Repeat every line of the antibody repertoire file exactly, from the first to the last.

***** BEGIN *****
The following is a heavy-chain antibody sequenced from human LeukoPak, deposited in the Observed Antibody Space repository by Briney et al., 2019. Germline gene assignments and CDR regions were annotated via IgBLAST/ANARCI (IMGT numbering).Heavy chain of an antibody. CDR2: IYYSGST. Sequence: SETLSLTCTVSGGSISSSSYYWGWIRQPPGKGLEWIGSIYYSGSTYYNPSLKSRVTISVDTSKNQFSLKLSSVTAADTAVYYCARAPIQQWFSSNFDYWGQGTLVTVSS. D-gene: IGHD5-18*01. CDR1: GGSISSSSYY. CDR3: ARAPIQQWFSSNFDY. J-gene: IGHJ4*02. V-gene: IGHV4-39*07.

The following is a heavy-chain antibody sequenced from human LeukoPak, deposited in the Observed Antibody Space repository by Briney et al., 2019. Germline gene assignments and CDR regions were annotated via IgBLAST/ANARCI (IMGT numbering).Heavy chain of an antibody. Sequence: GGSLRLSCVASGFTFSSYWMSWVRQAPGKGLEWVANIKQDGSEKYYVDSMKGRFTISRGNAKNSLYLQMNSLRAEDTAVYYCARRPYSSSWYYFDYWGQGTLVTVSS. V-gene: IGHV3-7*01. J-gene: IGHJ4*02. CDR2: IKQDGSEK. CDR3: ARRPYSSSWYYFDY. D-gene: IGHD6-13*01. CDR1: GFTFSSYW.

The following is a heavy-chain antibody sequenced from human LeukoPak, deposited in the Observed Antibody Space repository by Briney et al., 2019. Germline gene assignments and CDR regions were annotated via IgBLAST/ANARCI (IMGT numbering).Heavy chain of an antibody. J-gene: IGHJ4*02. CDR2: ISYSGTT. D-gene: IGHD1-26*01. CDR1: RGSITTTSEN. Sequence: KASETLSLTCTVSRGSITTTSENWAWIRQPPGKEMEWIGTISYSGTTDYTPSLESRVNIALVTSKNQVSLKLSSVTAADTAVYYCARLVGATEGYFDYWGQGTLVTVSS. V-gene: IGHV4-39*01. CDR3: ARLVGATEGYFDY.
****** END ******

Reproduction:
The following is a heavy-chain antibody sequenced from human LeukoPak, deposited in the Observed Antibody Space repository by Briney et al., 2019. Germline gene assignments and CDR regions were annotated via IgBLAST/ANARCI (IMGT numbering).Heavy chain of an antibody. CDR2: IYYSGST. Sequence: SETLSLTCTVSGGSISSSSYYWGWIRQPPGKGLEWIGSIYYSGSTYYNPSLKSRVTISVDTSKNQFSLKLSSVTAADTAVYYCARAPIQQWFSSNFDYWGQGTLVTVSS. D-gene: IGHD5-18*01. CDR1: GGSISSSSYY. CDR3: ARAPIQQWFSSNFDY. J-gene: IGHJ4*02. V-gene: IGHV4-39*07.

The following is a heavy-chain antibody sequenced from human LeukoPak, deposited in the Observed Antibody Space repository by Briney et al., 2019. Germline gene assignments and CDR regions were annotated via IgBLAST/ANARCI (IMGT numbering).Heavy chain of an antibody. Sequence: GGSLRLSCVASGFTFSSYWMSWVRQAPGKGLEWVANIKQDGSEKYYVDSMKGRFTISRGNAKNSLYLQMNSLRAEDTAVYYCARRPYSSSWYYFDYWGQGTLVTVSS. V-gene: IGHV3-7*01. J-gene: IGHJ4*02. CDR2: IKQDGSEK. CDR3: ARRPYSSSWYYFDY. D-gene: IGHD6-13*01. CDR1: GFTFSSYW.

The following is a heavy-chain antibody sequenced from human LeukoPak, deposited in the Observed Antibody Space repository by Briney et al., 2019. Germline gene assignments and CDR regions were annotated via IgBLAST/ANARCI (IMGT numbering).Heavy chain of an antibody. J-gene: IGHJ4*02. CDR2: ISYSGTT. D-gene: IGHD1-26*01. CDR1: RGSITTTSEN. Sequence: KASETLSLTCTVSRGSITTTSENWAWIRQPPGKEMEWIGTISYSGTTDYTPSLESRVNIALVTSKNQVSLKLSSVTAADTAVYYCARLVGATEGYFDYWGQGTLVTVSS. V-gene: IGHV4-39*01. CDR3: ARLVGATEGYFDY.